The primary sepsis causes are infected injuries and other kinds of internal infections that get out of control. Some people are at a greater risk of this condition than others, including those with weakened immune systems. Most sepsis causes are related to bacterial infections, although some cases can be caused by viruses and other problems. Sometimes sepsis causes can be behavioral in the sense that leaving an infection untreated for a long period of time puts a person at a much greater risk.
Sepsis is basically a bloodstream infection that happens when some other infection spreads out of control in the body. This leads to widespread inflammation across many of the body’s organ systems, and blood clots generally start forming everywhere. There are so many blood clots forming that the body can’t dispose of them in the normal way, and this starts shutting off the blood supply to various parts of the body. Eventually, a person’s organs may begin to fail, resulting in potentially deadly consequences.
When a person develops sepsis, she will generally start to feel sick all over her body. Many of the symptoms are very similar to the flu. For example, people may develop fevers, chilling, and sweats. They may become delirious, and they may be too fatigued to do anything. If nothing is done to treat the sepsis causes, a person will generally lapse into unconsciousness.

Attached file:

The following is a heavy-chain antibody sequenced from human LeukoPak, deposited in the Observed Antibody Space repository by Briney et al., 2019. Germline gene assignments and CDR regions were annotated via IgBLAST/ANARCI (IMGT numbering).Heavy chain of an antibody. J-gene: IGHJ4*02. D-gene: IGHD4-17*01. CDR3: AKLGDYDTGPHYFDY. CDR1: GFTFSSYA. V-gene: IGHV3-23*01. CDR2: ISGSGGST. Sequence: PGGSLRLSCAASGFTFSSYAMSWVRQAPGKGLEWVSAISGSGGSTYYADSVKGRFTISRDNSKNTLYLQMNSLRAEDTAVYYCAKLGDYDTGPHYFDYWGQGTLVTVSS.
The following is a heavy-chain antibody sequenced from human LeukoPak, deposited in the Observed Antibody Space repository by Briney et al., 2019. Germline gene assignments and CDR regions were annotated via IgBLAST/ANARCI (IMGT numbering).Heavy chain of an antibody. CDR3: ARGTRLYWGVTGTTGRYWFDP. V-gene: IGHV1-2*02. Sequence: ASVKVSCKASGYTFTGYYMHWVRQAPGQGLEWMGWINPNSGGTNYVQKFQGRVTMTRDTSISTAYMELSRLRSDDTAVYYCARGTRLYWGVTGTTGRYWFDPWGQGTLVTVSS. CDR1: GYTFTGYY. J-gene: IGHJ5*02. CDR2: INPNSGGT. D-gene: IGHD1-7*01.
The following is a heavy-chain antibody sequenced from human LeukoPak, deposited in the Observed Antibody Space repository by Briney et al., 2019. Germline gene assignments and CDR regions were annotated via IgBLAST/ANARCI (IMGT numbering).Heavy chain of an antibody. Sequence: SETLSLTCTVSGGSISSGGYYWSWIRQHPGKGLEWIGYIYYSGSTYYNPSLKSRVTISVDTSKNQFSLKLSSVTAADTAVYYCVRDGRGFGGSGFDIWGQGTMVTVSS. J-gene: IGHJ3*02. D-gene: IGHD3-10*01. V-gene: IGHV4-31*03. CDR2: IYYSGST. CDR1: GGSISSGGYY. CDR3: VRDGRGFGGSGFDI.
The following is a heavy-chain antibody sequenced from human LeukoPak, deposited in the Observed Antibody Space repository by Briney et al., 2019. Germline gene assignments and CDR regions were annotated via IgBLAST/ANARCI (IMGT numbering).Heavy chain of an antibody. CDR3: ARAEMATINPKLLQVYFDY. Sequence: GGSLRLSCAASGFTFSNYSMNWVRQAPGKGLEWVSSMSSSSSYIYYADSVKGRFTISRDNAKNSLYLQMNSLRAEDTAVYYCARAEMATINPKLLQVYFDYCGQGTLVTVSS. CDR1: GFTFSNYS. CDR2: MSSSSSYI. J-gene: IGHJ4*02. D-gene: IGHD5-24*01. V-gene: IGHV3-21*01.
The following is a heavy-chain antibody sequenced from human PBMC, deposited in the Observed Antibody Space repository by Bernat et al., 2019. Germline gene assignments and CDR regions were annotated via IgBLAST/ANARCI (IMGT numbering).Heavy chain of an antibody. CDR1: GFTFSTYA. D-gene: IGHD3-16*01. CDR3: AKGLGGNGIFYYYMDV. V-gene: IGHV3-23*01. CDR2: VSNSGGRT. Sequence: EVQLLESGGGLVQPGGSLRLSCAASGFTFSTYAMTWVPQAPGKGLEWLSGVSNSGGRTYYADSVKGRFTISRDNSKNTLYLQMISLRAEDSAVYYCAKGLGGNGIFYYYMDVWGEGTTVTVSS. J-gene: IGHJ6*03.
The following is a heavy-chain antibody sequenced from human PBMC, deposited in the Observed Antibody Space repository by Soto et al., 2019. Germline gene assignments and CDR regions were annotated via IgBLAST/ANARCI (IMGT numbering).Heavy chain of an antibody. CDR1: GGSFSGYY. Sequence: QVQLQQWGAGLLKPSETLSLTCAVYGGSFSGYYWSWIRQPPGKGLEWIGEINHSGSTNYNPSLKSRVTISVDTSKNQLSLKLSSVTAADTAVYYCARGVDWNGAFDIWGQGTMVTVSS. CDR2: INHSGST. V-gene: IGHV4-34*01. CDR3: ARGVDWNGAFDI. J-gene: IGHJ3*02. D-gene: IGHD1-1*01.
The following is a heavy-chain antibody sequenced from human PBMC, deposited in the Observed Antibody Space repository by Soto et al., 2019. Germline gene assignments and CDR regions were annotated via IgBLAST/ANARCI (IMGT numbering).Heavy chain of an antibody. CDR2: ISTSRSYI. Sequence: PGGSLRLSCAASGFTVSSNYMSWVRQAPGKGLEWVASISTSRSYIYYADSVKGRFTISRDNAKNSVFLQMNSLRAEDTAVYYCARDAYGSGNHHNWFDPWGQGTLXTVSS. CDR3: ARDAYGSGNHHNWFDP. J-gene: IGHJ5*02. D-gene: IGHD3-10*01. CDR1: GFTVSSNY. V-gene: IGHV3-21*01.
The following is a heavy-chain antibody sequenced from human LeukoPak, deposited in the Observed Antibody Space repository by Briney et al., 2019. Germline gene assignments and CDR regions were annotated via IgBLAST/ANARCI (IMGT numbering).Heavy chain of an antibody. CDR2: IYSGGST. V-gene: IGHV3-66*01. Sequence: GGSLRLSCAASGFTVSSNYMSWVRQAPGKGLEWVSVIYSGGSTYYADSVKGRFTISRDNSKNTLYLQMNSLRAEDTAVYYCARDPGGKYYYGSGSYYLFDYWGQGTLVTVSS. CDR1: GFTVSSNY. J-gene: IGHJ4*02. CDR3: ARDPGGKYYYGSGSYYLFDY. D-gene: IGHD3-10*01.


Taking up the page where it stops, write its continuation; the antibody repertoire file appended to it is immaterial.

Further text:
There are a lot of reasons for a weakened immune system, including a long-standing infection and various illnesses that directly affect the immune response—regardless of the cause, the condition can lead to sepsis. Elderly people can also have relatively weak immune systems, as can young children. When someone is being given chemotherapy for cancer, she can be particularly vulnerable because the treatments have the side effect of weakening the immune system.
One of the most common sepsis causes is an infected injury. When someone is severely injured, it is common for a lot of bacteria to enter deep into the body. With so much bacteria present, it can be very difficult for the body to fight it off, and the infection may begin to spread to a wider area, eventually leading to sepsis. This was especially common before the advent of antibiotics, and it meant that many more injuries required amputation as an emergency treatment.
When someone develops a case of sepsis, doctors will typically try to treat the sepsis causes directly. This will often involve very aggressive use of antibiotics. Sepsis is very dangerous, so hospitalization is generally mandatory, and most people are placed in intensive care because of the severity of the situation.